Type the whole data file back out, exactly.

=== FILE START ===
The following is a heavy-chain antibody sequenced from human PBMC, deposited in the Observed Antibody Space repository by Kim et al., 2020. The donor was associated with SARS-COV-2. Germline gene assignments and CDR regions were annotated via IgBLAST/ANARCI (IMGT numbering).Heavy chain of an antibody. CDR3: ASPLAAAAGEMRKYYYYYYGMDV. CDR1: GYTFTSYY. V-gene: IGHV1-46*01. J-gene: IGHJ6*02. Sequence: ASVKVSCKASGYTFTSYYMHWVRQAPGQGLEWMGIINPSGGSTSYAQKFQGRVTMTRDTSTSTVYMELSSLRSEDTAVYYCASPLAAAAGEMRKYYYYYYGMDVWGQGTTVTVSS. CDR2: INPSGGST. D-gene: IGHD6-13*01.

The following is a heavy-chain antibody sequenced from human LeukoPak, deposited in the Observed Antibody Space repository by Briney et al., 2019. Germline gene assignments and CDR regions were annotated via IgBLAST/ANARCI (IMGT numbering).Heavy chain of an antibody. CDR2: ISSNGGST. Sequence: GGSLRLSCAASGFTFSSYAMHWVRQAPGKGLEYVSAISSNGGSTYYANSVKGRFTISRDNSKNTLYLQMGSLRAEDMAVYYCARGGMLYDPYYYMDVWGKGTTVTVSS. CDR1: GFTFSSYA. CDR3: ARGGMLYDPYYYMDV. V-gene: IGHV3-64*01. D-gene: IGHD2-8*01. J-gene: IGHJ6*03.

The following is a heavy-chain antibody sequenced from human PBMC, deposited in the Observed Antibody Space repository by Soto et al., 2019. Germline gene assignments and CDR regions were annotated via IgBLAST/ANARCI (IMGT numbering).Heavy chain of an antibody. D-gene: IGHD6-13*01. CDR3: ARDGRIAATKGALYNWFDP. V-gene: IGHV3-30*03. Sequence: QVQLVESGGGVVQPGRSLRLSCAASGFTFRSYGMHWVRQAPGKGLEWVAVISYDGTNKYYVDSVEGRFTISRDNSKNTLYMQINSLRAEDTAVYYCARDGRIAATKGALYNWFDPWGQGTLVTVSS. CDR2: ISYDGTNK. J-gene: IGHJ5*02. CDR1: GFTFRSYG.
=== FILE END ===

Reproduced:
The following is a heavy-chain antibody sequenced from human PBMC, deposited in the Observed Antibody Space repository by Kim et al., 2020. The donor was associated with SARS-COV-2. Germline gene assignments and CDR regions were annotated via IgBLAST/ANARCI (IMGT numbering).Heavy chain of an antibody. CDR3: ASPLAAAAGEMRKYYYYYYGMDV. CDR1: GYTFTSYY. V-gene: IGHV1-46*01. J-gene: IGHJ6*02. Sequence: ASVKVSCKASGYTFTSYYMHWVRQAPGQGLEWMGIINPSGGSTSYAQKFQGRVTMTRDTSTSTVYMELSSLRSEDTAVYYCASPLAAAAGEMRKYYYYYYGMDVWGQGTTVTVSS. CDR2: INPSGGST. D-gene: IGHD6-13*01.

The following is a heavy-chain antibody sequenced from human LeukoPak, deposited in the Observed Antibody Space repository by Briney et al., 2019. Germline gene assignments and CDR regions were annotated via IgBLAST/ANARCI (IMGT numbering).Heavy chain of an antibody. CDR2: ISSNGGST. Sequence: GGSLRLSCAASGFTFSSYAMHWVRQAPGKGLEYVSAISSNGGSTYYANSVKGRFTISRDNSKNTLYLQMGSLRAEDMAVYYCARGGMLYDPYYYMDVWGKGTTVTVSS. CDR1: GFTFSSYA. CDR3: ARGGMLYDPYYYMDV. V-gene: IGHV3-64*01. D-gene: IGHD2-8*01. J-gene: IGHJ6*03.

The following is a heavy-chain antibody sequenced from human PBMC, deposited in the Observed Antibody Space repository by Soto et al., 2019. Germline gene assignments and CDR regions were annotated via IgBLAST/ANARCI (IMGT numbering).Heavy chain of an antibody. D-gene: IGHD6-13*01. CDR3: ARDGRIAATKGALYNWFDP. V-gene: IGHV3-30*03. Sequence: QVQLVESGGGVVQPGRSLRLSCAASGFTFRSYGMHWVRQAPGKGLEWVAVISYDGTNKYYVDSVEGRFTISRDNSKNTLYMQINSLRAEDTAVYYCARDGRIAATKGALYNWFDPWGQGTLVTVSS. CDR2: ISYDGTNK. J-gene: IGHJ5*02. CDR1: GFTFRSYG.